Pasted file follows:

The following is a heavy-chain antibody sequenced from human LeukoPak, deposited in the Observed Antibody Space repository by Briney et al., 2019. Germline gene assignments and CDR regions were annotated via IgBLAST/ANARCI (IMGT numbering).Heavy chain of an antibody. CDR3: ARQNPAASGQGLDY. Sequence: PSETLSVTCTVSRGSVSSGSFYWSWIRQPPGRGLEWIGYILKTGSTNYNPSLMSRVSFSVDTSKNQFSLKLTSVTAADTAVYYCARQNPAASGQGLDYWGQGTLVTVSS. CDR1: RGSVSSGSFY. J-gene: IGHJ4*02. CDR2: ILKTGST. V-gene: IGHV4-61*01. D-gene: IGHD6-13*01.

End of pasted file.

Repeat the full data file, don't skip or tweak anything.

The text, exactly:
The following is a heavy-chain antibody sequenced from human LeukoPak, deposited in the Observed Antibody Space repository by Briney et al., 2019. Germline gene assignments and CDR regions were annotated via IgBLAST/ANARCI (IMGT numbering).Heavy chain of an antibody. CDR3: ARQNPAASGQGLDY. Sequence: PSETLSVTCTVSRGSVSSGSFYWSWIRQPPGRGLEWIGYILKTGSTNYNPSLMSRVSFSVDTSKNQFSLKLTSVTAADTAVYYCARQNPAASGQGLDYWGQGTLVTVSS. CDR1: RGSVSSGSFY. J-gene: IGHJ4*02. CDR2: ILKTGST. V-gene: IGHV4-61*01. D-gene: IGHD6-13*01.